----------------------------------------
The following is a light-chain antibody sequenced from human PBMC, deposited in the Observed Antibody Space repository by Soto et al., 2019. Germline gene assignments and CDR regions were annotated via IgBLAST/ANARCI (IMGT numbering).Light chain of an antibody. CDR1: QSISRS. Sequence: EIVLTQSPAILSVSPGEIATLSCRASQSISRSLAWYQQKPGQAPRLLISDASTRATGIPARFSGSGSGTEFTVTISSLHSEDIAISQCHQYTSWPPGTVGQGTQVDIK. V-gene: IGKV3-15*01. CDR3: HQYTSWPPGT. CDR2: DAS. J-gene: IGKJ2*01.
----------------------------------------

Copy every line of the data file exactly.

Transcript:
The following is a light-chain antibody sequenced from human PBMC, deposited in the Observed Antibody Space repository by Soto et al., 2019. Germline gene assignments and CDR regions were annotated via IgBLAST/ANARCI (IMGT numbering).Light chain of an antibody. CDR1: QSISRS. Sequence: EIVLTQSPAILSVSPGEIATLSCRASQSISRSLAWYQQKPGQAPRLLISDASTRATGIPARFSGSGSGTEFTVTISSLHSEDIAISQCHQYTSWPPGTVGQGTQVDIK. V-gene: IGKV3-15*01. CDR3: HQYTSWPPGT. CDR2: DAS. J-gene: IGKJ2*01.